El Niño, the natural climate phenomenon that warms parts of the Pacific Ocean every two to seven years, has varying effects on the world’s climate. In Southern Africa, it means below average rainfall, sometimes drought, and is being blamed for the current situation.

The impact is most severe in Mangwe, where it is notoriously arid. People grow cereals, sorghum and millet, crops that are drought resistant and offer a harvest opportunity, but even these were unable to withstand the conditions this year.

Francesca Erdelmann, the World Food Programme’s country director for Zimbabwe, said last year’s harvest was bad, but this season is even worse. “This is not a normal circumstance,” she said.

The first months of the year are traditionally the “lean months”, when families are left with shortages while waiting for the new harvest. However, there is little hope of a replacement this year.

Joseph Nleya, a 77-year-old traditional leader in Mangwe, said he doesn’t remember it being so hot, so dry, so desperate. “The dams have no water, the riverbeds are dry and there are few boreholes. We were counting on berries, but they also dried up,” he said.

People are illegally crossing into Botswana in search of food and “hunger is turning people who would otherwise be workers into criminals,” he added.

Several aid agencies warned last year of the impending disaster.

Since then, Zambia’s President Hakainde Hichilema has stated that 1 million of his country’s 2.2 million hectares of staple maize crops have been destroyed. Malawi President Lazarus Chakwera has appealed for $200 million in humanitarian assistance.

The 2.7 million people struggling in rural Zimbabwe do not even represent the full picture. A national harvest assessment is underway and authorities fear the results, with the number of people needing help likely to rise sharply, WFP’s Erdelmann said.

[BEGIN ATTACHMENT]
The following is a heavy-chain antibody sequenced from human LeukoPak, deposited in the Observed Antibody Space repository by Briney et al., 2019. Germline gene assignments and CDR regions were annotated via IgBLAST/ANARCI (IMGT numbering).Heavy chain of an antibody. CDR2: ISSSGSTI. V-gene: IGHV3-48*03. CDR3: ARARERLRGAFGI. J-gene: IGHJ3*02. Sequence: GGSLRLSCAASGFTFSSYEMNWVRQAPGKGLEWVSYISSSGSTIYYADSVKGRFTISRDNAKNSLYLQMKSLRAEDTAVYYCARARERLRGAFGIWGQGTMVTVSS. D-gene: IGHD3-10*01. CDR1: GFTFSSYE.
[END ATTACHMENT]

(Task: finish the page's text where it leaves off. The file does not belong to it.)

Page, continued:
With this year’s harvest nullified, millions of people in Zimbabwe, southern Malawi, Mozambique and Madagascar will not be able to feed themselves adequately until 2025. USAID’s Famine Early Warning System estimated that 20 million people would need help food in Southern Africa next year. first months of 2024.

Many will not receive this aid, as aid agencies also have limited resources in the midst of a global hunger crisis and a cut in humanitarian funding by governments.

When WFP officials made their last visit to Mangwe, Ncube was already calculating how long the food would last him. She said she hoped it would be long enough to allay her biggest fear: that her youngest child would fall into malnutrition even before his first birthday.


Imray reported from Cape Town, South Africa.


The Associated Press receives financial support for global health and development coverage in Africa from the Bill & Melinda Gates Foundation Trust. AP is solely responsible for all content. Find AP’s standards for working with philanthropies, a list of supporters, and funded coverage areas at AP.org.